The golden rule of 50:30:20 is to be kept in mind while adjusting your expenses
The trick to getting closer to your financial goals is to create a budget for your personal finances. Not only will it give you a clear idea about how much you are spending, but it will also make it easier for you to save money. A budget basically tracks how much income is generated in a month and how much is spent or is expected to be spent out of it. A good budget is not ‘restrictive’ as it has been made to sound over time. Rather, following it makes us disciplined. Let us look at the steps of creating your own budget-
1. Choosing a Strategy: The very first step of creating a monthly budget is to figure out a strategy. As per the 50:30:20 rule of personal finance, which is a very popular choice among people, one must set aside 50 per cent of their total income for ‘needs’/’must haves’, 30 per cent for ‘wants’ and the rest 20 per cent for ‘savings’. Housing, rents, taxes, transportation, electricity and gas bills, daily grocery are the necessary needs that fall under the category of 50 per cent. The 30 per cent includes non-essential costs like a gym membership, vacation, Netflix subscription, dine outs, among others. These are personal expenses that can be curtailed during an emergency. The 20 percent is mostly used for debt pay off or emergency fundings.
2. Find Your Total Income: To identify your net income (or take-home pay) that is deposited into your bank account, add up what you make per month after deducting taxes and payroll. It's also a good idea to have outside sources of income. But remove the taxes from them, as well. In the case of variable income, it is suggested that the income from the lowest-earning month of the previous year is used as the budget's baseline income.
3. Shortlist Your Expenses: It is important to shortlist the various expenses that you are expected to have in one month. Make two sections. Start with determining that fixed expenses, which as the name suggests, remain constant every month. This includes school fees, rent, internet service, s or car payments. Under the next section, include variable expenses that are subjected to change every month, like groceries, transportation, entertainment, gifts, and so on. Unlike fixed costs, you can cut back on variable expenses when needed. To make it simpler and understand better, you can through all your receipts, bills, credit card statements from the last three months.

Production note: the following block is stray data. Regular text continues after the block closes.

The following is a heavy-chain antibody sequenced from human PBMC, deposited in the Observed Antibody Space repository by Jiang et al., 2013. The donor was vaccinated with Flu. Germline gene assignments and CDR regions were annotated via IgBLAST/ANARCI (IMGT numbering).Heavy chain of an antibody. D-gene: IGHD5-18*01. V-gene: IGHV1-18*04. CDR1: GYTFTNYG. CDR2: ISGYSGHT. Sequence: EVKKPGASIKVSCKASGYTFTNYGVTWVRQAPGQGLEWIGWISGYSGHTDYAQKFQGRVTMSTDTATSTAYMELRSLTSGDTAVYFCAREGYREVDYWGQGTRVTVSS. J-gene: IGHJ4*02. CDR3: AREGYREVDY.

4. Identify Your Goals: Create a list of all the financial goals you would want to achieve in the short and long run. While short-term targets can be achieved in less than a year, long-term targets, like your child’s higher education or buying a property, will take years to accomplish.
5. Make Adjustments: Once you are done with getting a fair idea of how you are going to spend in the next month, check where you are spending extra or what are you saving. Now according to your goals, change your habits as and when needed. If you find that your expenses are surpassing your income, then you make a take hard look at where you can reduce costs. In such a scenario, you will have to shift your priorities and maybe cut back on one or two of your “wants”- like canceling an entertainment subscription. Such baby steps can be fruitful in the long run.
6. Review your budget: To make sure that you are on your way to achieving targets, it is important that you review your budget in regular intervals. Human priorities are not constant. You can shift jobs, get promoted, relocate, have a child, choose to study further, or even meet a goal that allows you to create space for a new one. Thus, as per your priorities, you need to edit your budget every once in a while.
The main goal of a good curated budget is to make room for all your priorities without creating a mess. Once you are able to keep your expenses lower than your income, you are good to go. I hope that now you have a better idea of how to stop losing your mind on unnecessary expenses at the end of the month.